Fort Coteau du Lac
|Fort Coteau du Lac (1778-184?) - A British colonial fort established in 1778 during the American Revolutionary War in present day Coteau du Lac, Vaudreuil-Soulanges RCM, Quebec, Canada. Abandoned in the 1840s.
Fort Coteau du Lac History
Established in 1778 at the strategic rapids at Coteeau du Lac to construct and guard a canal that would bypass the rapids. Construction on the canal began in the summer of 1779 and was completed in the fall of 1780. The canal was constructed under the supervision of Captain William Twiss, commanding Royal Engineer of the British Army using Loyalist soldiers and perhaps miners from England. The canal opened for business in the spring of 1781 as the first lock canal in North America. The purpose of the canal was to eliminate the need to unload and portage supplies around the rapids and falls of the Saint Lawrence River and to reduce the transit time of supplies to the great lakes.
Two Blockhouses and palisaded works were built to protect the canal. Two 3 story storehouses stored general merchandise that included flour, pork and biscuits. In 1780 some 900 "batteau" trips were made to supply the 6,000 troops stationed at British posts on the Great Lakes.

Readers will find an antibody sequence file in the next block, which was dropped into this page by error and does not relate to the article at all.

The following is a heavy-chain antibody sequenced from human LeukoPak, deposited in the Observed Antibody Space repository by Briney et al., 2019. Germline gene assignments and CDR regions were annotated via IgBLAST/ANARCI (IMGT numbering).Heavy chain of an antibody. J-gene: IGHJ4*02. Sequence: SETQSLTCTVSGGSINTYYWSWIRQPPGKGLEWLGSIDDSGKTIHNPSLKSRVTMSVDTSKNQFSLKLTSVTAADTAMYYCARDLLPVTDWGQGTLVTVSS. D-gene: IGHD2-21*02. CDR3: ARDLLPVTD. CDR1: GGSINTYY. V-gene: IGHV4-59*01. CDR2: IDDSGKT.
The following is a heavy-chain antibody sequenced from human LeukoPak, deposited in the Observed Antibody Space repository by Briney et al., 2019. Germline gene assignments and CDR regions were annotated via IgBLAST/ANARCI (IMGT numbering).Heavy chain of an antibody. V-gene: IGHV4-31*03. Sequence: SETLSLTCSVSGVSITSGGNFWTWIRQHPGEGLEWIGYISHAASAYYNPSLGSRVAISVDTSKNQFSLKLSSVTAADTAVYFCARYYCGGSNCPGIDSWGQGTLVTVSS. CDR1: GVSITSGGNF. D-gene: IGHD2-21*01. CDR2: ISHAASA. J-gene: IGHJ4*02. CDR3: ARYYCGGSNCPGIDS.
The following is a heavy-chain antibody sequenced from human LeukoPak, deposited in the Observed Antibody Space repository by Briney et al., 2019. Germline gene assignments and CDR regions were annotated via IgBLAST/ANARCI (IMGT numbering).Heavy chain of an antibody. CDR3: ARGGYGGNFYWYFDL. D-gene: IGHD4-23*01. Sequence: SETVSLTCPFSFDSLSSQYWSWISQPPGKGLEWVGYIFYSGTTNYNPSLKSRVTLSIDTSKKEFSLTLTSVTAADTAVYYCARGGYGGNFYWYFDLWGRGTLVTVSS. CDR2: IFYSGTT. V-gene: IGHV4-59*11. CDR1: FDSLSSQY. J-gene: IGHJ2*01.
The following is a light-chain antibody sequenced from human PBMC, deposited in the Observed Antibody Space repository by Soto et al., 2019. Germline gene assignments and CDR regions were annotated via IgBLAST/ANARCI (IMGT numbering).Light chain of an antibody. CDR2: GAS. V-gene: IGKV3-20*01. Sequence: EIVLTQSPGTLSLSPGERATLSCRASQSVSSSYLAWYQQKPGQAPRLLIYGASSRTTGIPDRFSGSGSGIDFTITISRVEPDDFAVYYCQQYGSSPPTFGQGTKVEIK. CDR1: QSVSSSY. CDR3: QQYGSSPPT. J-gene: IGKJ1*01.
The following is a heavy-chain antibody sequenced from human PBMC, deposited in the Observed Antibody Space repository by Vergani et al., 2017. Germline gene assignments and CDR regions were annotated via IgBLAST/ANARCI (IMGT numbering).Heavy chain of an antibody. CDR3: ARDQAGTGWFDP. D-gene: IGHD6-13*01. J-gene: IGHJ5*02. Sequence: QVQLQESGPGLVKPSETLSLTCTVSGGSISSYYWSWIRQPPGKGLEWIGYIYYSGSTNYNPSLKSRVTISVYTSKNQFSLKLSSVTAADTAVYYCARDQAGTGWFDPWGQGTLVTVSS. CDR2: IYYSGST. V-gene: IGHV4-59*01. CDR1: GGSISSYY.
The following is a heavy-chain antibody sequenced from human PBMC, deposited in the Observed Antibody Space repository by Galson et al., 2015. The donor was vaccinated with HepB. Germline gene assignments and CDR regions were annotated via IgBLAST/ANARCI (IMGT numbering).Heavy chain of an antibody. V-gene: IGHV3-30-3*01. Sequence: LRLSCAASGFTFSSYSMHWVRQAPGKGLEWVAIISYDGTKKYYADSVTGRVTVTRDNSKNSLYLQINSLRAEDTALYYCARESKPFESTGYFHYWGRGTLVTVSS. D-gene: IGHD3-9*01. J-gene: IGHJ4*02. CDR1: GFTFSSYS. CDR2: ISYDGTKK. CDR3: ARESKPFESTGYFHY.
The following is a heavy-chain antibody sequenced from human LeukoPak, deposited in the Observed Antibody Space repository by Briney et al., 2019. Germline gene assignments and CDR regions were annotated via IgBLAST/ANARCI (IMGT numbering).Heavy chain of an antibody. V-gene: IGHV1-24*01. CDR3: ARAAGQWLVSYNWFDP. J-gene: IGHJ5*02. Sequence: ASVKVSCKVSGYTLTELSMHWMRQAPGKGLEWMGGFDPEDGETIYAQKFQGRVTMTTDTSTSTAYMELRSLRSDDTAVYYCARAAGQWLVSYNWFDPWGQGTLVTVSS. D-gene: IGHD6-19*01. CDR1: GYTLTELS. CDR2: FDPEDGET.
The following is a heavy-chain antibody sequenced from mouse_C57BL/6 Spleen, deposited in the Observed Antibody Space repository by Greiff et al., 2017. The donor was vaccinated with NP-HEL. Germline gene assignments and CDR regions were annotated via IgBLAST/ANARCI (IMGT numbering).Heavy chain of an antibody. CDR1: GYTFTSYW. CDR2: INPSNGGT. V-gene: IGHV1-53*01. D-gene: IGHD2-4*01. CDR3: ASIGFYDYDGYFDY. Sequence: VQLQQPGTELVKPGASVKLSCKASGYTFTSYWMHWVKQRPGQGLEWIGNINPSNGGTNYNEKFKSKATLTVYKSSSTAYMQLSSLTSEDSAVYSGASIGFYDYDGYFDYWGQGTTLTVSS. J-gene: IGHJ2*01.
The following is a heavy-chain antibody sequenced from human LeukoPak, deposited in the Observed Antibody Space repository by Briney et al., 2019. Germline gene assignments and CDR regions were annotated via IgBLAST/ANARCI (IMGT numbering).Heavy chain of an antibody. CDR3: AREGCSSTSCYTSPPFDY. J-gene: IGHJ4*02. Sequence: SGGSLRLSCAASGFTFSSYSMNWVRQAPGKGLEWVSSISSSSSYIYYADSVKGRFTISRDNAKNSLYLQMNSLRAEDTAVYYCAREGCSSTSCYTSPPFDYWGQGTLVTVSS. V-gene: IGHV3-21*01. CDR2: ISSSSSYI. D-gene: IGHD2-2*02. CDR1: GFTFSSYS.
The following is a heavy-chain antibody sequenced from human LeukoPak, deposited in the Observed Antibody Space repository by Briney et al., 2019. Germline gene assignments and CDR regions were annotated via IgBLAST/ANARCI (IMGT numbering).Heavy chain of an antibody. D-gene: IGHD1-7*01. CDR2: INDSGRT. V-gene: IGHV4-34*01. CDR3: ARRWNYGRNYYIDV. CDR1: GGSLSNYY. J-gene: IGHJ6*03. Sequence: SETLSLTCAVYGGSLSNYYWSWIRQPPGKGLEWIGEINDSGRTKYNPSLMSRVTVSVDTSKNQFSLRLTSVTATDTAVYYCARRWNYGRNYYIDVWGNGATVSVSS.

In 1810 a new boat called the "Durham" boat was introduced to replace the much smaller "batteau". This change required that the canals be widened and upgraded for the much larger 35 metric ton capacity of the Durham boat. The work of upgrading the canals was done between 1814 and 1817 at great cost to the British government. By 1835 some 800 Durham boats were in use on the Saint Lawrence River.
In 1813 the fortifications at Coteau du Lac were upgraded to protect both sides of the canal. On the river side a three gun battery of 24-pounder cannons was put in place to control navigation on the Saint Lawrence River. An octagonal three story blockhouse was placed behind the battery. On the land side of the canal, earthworks protected the quarters, guard house and powder magazine from attack.
After the end of the War of 1812 the garrison was significantly reduced and the fort fell into disrepair. The blockhouse was used for a variety of purposes until it was ordered burned down on 5 Dec 1837. The canal remained in full operation until the 1843 when the larger and longer Beauharnois Canal was put into operation.
Part of the Coteau du Lac National Historic Site, Coteau du Lac, Vaudreuil-Soulanges RCM, Quebec, Canada. The octagonal blockhouse has been replicated and placed just a few feet from the foundation ruins of the original blockhouse. The three gun battery is restored with single 24-pounder cannon on a period mount. The canal itself is restored and beautifully interpreted complete with outlined workers and a skeleton "Durham" boat. Great attention to detail in the signage and displays. The visitor center should not be missed, you can listen to the explanation of the dynamics of the river at this point and instantly understand why the fort was here. The visitor center also has an excellent model of the fort and canal. Two period cannons mounted on period carriages. Two additional cannons on display without carriages.
Visited: 30 Jul 2013